Stephen Jones is one of the most reliable figures in horror literature today. Jones’ involvement in a project is almost a guarantee that the project is going to be worth your time, so it was with some excitement that we got our hands on Horrorology: A Lexicon of Fear.
As the name suggests, this is a horror anthology that brings together some of the more diverse voices from the horror writing community. The theme is words that evoke horror and fear, and though this is a pretty loose theme for an anthology, Jones has curated this collection to create a highly readable and accessible collection of spooky stories that will stay with the reader for days.
They are some nice touches; each story is prefaced by an illustration from master of fear himself, Clive Barker, and we get a definition of the cue word. The book is packed with notable authors throughout; this isn’t a book that just has one well-known writer on the front and a lot of less well-known types. Instead, each tale is worth the collection on its own.
We kick off with Robert Shearman’s Accursed, an excellent tale of family secrets and the fear of clowns. Clive Barker then chips in with Afraid, a rather explicit and short piece of work that contains Barker’s trademark mix of lust and fear. Michael Marshall Smith jumps in with Afterlife, a story all about being careful what you wish for.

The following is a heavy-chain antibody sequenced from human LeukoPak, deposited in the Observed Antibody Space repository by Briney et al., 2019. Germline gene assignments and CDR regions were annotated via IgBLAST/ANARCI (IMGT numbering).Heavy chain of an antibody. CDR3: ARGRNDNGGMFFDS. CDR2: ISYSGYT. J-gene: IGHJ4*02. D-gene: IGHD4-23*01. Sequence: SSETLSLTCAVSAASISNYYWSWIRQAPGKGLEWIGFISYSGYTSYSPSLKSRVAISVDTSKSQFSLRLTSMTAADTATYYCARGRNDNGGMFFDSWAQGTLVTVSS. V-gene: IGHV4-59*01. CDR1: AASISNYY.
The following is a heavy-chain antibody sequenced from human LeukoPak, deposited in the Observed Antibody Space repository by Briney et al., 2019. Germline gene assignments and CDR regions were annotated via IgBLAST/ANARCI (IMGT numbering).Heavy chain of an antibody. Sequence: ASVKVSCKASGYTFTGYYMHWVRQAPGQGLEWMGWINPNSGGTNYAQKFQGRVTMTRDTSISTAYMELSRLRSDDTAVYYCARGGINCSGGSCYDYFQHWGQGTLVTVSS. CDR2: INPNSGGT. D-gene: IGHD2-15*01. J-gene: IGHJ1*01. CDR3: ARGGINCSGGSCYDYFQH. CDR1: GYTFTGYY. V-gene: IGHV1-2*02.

Pat Cadigan takes the word Chilling to a new level, mixing fear with freezing, and Decay by Mark Samuels carries on the theme of wisdom, greed and folly that intertwines its way through this anthology. Other highlights include Joanne Harris’s take on the word Faceless, Kim Newman’s expansion of his Anno Dracula world with the word Guignol, and a great little tale from Muriel Grey on the nature of celebrity.
Horrorology: A Lexicon of Fear is the book to give the horror fan in your life this Christmas, it’s simply that good. It also helps that the hardback is a lovely looking thing crammed with spooky illustrations. Recommended.